This was a world where my detective, Simone Pierce, who I tried to write as a female Bogie, could have hard-boiled conversations with the cops and her clients. Where a body could just vanish by being rolled into the water, where crime could flourish and justice was a wisp you would try to snatch out of the air (and probably miss). This was a world, in short, that felt noir.

I know, I know, I know. “You got scifi in my noir!” “You got noir in my scifi!” Now no one will want to eat it. I heard that (well, maybe not exactly that, but some variation on it) over and over, along with the “no one will know how to sell this because these are two different types of readers” refrain from various publicity departments, though ultimately I did find an editor and publisher who found the world of Depth as enthralling as I did. I didn’t do market research when I created this world. But I knew the feeling of the thing I wanted to write and I found my way of getting there. And I ended up with my lone detective in a ruined world, trying to keep everything as together as it can be. It might be less then traditional, but I do genuinely look at Depth as a noir that just happens to take place at the end of the world. Because the end of the world is where I found my noir voice.

Lev-by-Rachel-ShaneLev AC Rosen is the author of the critically acclaimed All Men of Genius and the middle grade novel Woundabout. He received his BA from Oberlin College and his MFA in Creative Writing from Sarah Lawrence College. Lev is originally from lower Manhattan, and now lives in even lower Manhattan, right at the edge of the water, with his husband and a very small cat. You can find him online at LevACRosen.com.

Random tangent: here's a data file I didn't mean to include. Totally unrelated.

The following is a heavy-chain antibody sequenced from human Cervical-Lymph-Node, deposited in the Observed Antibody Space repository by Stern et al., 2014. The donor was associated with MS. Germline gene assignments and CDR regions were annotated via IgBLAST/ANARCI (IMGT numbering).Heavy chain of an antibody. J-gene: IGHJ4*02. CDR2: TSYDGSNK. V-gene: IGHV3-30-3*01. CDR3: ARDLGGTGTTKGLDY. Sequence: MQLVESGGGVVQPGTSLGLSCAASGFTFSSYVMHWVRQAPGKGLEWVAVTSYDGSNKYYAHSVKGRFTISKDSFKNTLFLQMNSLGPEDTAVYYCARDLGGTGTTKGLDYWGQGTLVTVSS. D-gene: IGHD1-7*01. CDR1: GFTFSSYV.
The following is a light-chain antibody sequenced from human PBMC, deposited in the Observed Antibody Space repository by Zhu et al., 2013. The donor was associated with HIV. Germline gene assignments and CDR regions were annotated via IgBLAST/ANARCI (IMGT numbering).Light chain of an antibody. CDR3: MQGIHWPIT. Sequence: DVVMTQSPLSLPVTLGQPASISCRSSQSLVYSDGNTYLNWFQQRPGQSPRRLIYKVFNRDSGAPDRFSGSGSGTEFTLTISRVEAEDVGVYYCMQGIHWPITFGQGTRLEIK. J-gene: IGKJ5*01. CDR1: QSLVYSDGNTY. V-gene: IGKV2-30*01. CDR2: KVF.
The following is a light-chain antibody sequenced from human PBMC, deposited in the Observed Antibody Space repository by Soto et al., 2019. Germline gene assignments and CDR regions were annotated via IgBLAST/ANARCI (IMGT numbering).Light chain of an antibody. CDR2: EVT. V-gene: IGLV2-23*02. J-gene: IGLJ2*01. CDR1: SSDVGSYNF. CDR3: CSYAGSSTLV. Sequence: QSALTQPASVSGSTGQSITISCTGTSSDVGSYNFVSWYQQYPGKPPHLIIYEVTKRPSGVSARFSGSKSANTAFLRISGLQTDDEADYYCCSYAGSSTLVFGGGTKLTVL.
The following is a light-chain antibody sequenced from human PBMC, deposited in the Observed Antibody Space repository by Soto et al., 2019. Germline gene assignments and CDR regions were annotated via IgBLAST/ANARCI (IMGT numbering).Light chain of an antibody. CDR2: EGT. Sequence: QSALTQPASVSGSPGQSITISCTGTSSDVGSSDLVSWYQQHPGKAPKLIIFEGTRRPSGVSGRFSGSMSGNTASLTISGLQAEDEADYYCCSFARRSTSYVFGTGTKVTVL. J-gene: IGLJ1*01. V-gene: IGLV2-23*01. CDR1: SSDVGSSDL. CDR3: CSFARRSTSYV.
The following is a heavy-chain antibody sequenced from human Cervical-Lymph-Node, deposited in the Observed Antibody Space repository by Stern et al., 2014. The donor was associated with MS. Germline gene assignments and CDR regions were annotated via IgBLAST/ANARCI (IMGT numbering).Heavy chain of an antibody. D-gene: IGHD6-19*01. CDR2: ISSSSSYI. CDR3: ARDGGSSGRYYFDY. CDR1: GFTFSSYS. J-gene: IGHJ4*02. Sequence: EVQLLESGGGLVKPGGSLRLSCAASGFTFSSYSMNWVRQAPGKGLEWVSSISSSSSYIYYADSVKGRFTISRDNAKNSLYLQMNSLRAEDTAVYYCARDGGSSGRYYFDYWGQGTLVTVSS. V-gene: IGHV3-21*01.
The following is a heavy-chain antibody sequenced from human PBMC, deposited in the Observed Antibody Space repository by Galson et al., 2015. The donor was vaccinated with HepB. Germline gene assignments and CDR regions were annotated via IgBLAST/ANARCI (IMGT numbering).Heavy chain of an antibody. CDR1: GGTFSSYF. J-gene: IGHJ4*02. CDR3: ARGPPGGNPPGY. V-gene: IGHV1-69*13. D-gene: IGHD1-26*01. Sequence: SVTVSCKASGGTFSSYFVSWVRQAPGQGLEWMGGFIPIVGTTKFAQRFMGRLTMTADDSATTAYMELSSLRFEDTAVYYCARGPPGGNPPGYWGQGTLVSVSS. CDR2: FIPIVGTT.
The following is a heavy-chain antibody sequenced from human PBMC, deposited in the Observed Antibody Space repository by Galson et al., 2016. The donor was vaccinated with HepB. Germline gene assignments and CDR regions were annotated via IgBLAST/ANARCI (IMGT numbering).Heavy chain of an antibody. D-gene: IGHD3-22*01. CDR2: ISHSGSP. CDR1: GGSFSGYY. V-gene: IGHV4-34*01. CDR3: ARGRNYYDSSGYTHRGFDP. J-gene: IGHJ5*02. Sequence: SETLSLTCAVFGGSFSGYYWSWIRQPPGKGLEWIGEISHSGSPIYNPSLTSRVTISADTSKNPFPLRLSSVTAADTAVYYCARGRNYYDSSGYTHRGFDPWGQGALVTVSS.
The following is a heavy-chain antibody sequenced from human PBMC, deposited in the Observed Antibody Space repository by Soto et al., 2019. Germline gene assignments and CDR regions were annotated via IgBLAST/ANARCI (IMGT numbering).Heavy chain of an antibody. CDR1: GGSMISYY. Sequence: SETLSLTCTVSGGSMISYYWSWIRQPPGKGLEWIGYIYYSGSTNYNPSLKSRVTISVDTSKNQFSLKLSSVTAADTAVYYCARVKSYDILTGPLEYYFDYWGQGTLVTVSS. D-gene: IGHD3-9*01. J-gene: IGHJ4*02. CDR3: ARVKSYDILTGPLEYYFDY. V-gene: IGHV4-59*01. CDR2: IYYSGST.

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Visiting Inspector of the Dead: Radiant St. James’s Church

Mar 16, 2015 in Guest Posts, Mulholland Authors

David Morrell’s Inspector of the Dead is set on the harrowing streets of 1855 London. A gripping Victorian mystery/thriller, its vivid historical details come from years of research. Here are photo essays that David Morrell prepared about the novel’s fascinating locations. Read the first post about Mayfair and Belgravia, the second post about Constitution Hillthe third post about Lord Palmerston’s House, the fourth post about Jay’s Mourning Warehouse, and the fifth post about the Crystal Palace.

If asked to name the most impressive church in London, most people would say, “St. Paul’s cathedral.”

stjames1

They might be surprised to learn that its designer, the great English architect, Sir Christopher Wren, considered a quite different, small, simple church to be his favorite creation.

Continue reading ›

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Visiting Inspector of the Dead: The Magnificent Crystal Palace

Mar 02, 2015 in Guest Posts, Mulholland Authors

David Morrell’s Inspector of the Dead is set on the harrowing streets of 1855 London. A gripping Victorian mystery/thriller, its vivid historical details come from years of research. Here are photo essays that David prepared about the novel’s fascinating locations. Read the first post about Mayfair and Belgravia, the second post about Constitution Hillthe third post about Lord Palmerston’s House, and the fourth post about Jay’s Mourning Warehouse.

The first world’s fair took place in London in 1851. Championed by Queen Victoria’s husband, Prince Albert, it demonstrated the might and majesty of the British Empire. Officially called the Great Exhibition, it quickly became known as the Crystal Palace exhibition because of the amazing building in which it occurred.Crystal1

Crystal2

Continue reading ›